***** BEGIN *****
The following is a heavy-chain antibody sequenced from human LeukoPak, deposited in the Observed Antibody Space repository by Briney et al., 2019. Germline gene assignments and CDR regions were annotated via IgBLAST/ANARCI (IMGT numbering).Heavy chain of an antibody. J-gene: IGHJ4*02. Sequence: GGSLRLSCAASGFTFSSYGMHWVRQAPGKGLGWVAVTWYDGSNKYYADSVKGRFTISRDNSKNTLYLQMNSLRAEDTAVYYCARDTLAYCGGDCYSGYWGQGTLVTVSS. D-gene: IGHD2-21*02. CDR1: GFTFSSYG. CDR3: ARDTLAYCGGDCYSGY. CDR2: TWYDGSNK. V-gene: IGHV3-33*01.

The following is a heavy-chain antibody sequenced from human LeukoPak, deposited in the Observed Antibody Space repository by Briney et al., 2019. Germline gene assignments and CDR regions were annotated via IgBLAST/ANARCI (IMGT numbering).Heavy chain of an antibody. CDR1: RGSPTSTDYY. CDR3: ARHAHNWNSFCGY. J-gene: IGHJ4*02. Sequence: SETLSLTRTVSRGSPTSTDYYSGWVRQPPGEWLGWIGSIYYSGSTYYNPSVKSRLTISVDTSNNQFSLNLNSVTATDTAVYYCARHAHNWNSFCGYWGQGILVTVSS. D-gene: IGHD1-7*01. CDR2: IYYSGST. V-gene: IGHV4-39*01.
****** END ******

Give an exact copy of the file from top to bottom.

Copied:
The following is a heavy-chain antibody sequenced from human LeukoPak, deposited in the Observed Antibody Space repository by Briney et al., 2019. Germline gene assignments and CDR regions were annotated via IgBLAST/ANARCI (IMGT numbering).Heavy chain of an antibody. J-gene: IGHJ4*02. Sequence: GGSLRLSCAASGFTFSSYGMHWVRQAPGKGLGWVAVTWYDGSNKYYADSVKGRFTISRDNSKNTLYLQMNSLRAEDTAVYYCARDTLAYCGGDCYSGYWGQGTLVTVSS. D-gene: IGHD2-21*02. CDR1: GFTFSSYG. CDR3: ARDTLAYCGGDCYSGY. CDR2: TWYDGSNK. V-gene: IGHV3-33*01.

The following is a heavy-chain antibody sequenced from human LeukoPak, deposited in the Observed Antibody Space repository by Briney et al., 2019. Germline gene assignments and CDR regions were annotated via IgBLAST/ANARCI (IMGT numbering).Heavy chain of an antibody. CDR1: RGSPTSTDYY. CDR3: ARHAHNWNSFCGY. J-gene: IGHJ4*02. Sequence: SETLSLTRTVSRGSPTSTDYYSGWVRQPPGEWLGWIGSIYYSGSTYYNPSVKSRLTISVDTSNNQFSLNLNSVTATDTAVYYCARHAHNWNSFCGYWGQGILVTVSS. D-gene: IGHD1-7*01. CDR2: IYYSGST. V-gene: IGHV4-39*01.